NTP Sues Apple, Google, Microsoft and Others Over Wireless Email

Published on July 9, 2010
by John Paczkowski

NTP, the holding company that used its wireless email patents to squeeze a $612.5 million settlement out of Research in Motion via an excruciating intellectual property battle, is back again, this time to shake down six of RIM’s competitors.

On Friday NTP filed patent infringement lawsuits against Apple (AAPL), Google (GOOG), HTC, LG Electronics, Microsoft (MSFT) and Motorola (MOT) claiming–just as it did in the suit that nearly shut down RIM’s BlackBerry service–that their mobile wireless email devices infringe upon its technology. The suit asks that the companies be prevented from selling and operating such products and slapped with punitive damages (see document below).

“Use of NTP’s intellectual property without a license is just plain unfair to NTP and its licensees,” NTP co-founder Donald Stout said in a statement. “We took the necessary action to protect our intellectual property.”

And wring every last bit of value out of it. NTP’s key patents expire in 2012, so this really seems a last-ditch attempt to use them to win one last big payday.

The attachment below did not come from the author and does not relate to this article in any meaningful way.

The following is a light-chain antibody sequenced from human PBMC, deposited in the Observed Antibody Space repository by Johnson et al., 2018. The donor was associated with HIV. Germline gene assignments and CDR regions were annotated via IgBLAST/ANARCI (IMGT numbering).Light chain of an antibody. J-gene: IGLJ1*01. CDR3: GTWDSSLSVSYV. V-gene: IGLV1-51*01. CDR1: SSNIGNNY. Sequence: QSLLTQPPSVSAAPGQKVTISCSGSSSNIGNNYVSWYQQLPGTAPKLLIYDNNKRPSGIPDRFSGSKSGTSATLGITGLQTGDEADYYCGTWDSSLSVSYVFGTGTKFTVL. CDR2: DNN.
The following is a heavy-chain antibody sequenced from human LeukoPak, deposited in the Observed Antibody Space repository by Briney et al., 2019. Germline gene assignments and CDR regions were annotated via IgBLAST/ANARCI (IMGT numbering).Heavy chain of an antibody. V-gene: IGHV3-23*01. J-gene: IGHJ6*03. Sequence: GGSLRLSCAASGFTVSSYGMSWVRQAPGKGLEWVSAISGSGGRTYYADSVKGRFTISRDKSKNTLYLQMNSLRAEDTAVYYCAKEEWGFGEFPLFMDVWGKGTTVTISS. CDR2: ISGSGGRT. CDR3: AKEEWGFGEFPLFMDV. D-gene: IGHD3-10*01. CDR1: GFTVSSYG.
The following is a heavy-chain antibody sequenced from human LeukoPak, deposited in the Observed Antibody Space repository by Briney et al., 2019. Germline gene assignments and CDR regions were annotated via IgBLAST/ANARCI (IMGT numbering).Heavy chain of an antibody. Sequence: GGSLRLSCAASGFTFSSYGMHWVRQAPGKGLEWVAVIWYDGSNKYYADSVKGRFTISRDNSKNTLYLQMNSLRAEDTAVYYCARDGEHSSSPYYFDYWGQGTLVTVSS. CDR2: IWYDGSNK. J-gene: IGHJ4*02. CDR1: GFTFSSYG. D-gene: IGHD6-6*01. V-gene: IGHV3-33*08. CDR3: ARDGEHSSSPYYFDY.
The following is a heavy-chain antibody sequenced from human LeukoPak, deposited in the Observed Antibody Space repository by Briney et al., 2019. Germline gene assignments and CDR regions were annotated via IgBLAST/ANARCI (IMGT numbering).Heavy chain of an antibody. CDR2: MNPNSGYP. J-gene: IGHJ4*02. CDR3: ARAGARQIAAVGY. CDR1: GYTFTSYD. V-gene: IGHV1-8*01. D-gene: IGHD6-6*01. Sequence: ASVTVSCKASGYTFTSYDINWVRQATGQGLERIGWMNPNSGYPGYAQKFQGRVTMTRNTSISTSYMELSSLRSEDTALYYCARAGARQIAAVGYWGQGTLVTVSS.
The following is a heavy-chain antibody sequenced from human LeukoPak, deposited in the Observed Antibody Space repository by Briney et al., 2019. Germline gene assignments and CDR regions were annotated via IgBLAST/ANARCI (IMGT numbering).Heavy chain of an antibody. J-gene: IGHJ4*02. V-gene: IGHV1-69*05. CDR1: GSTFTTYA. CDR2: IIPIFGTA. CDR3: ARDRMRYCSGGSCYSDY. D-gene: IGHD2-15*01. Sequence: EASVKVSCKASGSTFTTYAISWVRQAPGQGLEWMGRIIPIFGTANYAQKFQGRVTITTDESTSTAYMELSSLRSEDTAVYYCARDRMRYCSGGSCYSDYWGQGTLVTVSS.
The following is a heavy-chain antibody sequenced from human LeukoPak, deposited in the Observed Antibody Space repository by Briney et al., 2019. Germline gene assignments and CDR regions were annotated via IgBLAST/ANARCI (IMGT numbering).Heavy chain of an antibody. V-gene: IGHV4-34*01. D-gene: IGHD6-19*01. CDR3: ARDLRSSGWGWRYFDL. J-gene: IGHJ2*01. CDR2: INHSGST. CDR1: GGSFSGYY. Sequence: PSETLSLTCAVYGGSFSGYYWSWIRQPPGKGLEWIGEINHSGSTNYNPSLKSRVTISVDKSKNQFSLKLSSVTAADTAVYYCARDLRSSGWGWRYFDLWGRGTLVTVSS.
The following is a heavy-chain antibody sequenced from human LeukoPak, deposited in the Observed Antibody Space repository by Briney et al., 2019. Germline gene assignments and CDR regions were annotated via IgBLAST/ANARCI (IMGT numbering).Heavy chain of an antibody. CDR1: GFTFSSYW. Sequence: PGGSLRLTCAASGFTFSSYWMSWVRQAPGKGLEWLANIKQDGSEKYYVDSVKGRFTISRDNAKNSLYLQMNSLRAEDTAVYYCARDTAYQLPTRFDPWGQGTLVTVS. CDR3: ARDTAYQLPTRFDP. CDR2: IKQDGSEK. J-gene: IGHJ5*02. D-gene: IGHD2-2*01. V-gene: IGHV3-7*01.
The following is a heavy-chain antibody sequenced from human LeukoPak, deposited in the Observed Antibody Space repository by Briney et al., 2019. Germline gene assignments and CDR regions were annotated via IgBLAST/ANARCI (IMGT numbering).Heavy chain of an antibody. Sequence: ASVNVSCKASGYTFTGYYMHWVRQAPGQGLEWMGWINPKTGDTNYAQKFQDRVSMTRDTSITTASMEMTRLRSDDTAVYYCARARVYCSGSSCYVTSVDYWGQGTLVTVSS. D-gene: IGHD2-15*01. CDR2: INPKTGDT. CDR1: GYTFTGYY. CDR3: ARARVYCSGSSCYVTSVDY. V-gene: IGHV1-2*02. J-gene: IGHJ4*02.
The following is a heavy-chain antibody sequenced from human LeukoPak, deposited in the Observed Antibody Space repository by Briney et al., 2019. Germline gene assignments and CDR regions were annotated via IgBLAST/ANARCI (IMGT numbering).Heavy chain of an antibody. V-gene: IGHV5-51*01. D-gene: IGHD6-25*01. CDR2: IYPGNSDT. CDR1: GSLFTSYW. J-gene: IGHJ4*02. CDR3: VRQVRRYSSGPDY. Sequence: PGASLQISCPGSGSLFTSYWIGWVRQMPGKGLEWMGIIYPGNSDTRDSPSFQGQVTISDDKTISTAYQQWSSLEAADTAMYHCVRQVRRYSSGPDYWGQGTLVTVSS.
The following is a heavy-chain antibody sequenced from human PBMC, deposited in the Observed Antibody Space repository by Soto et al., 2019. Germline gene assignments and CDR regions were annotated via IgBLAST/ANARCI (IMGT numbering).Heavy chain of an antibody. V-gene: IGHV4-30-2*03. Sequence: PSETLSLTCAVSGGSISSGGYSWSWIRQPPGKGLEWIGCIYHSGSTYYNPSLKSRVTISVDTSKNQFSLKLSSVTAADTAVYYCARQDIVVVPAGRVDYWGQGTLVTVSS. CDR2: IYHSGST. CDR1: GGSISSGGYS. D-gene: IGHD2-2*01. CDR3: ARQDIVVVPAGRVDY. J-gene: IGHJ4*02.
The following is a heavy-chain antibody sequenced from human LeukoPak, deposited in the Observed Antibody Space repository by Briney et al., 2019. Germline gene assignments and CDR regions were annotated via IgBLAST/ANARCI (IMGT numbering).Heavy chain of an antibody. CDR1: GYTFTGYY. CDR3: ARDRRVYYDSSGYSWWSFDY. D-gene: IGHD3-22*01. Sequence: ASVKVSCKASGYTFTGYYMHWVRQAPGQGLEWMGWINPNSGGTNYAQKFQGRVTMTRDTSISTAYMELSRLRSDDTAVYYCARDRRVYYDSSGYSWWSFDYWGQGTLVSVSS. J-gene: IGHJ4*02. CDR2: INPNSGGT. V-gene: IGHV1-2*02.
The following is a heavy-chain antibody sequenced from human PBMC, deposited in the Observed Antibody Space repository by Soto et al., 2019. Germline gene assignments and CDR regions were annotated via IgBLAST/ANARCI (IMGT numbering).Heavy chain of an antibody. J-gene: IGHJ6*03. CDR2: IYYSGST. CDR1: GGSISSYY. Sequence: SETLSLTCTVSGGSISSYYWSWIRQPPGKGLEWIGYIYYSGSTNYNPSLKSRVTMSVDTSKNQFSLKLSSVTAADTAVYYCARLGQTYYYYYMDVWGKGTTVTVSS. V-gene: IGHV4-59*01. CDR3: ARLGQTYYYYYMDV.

And if it does, the big names in the smartphone industry could find themselves in the same unpleasant position RIM (RIMM) Chairman and co-Chief Executive Jim Balsillie found himself in back in 2006.

“It’s a lot of money for patents that will not survive, for sure, but that doesn’t do us any good if there’s a court that doesn’t wait,” Balsillie said after agreeing to a $612.5 million settlement with NTP. “No question, we took one for the team here. It wasn’t a good feeling to write this kind of check.”


[Image credit: Bob MacNeil / WIPO Magazine]

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